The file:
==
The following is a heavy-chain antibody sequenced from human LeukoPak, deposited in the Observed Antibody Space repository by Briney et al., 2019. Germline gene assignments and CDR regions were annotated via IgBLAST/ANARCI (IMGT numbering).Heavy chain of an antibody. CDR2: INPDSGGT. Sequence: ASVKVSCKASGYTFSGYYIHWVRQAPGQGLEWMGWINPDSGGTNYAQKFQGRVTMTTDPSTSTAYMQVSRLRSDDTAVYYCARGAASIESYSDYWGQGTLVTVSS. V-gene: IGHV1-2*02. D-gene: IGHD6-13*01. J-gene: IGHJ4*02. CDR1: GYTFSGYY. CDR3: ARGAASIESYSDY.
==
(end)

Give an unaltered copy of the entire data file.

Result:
The following is a heavy-chain antibody sequenced from human LeukoPak, deposited in the Observed Antibody Space repository by Briney et al., 2019. Germline gene assignments and CDR regions were annotated via IgBLAST/ANARCI (IMGT numbering).Heavy chain of an antibody. CDR2: INPDSGGT. Sequence: ASVKVSCKASGYTFSGYYIHWVRQAPGQGLEWMGWINPDSGGTNYAQKFQGRVTMTTDPSTSTAYMQVSRLRSDDTAVYYCARGAASIESYSDYWGQGTLVTVSS. V-gene: IGHV1-2*02. D-gene: IGHD6-13*01. J-gene: IGHJ4*02. CDR1: GYTFSGYY. CDR3: ARGAASIESYSDY.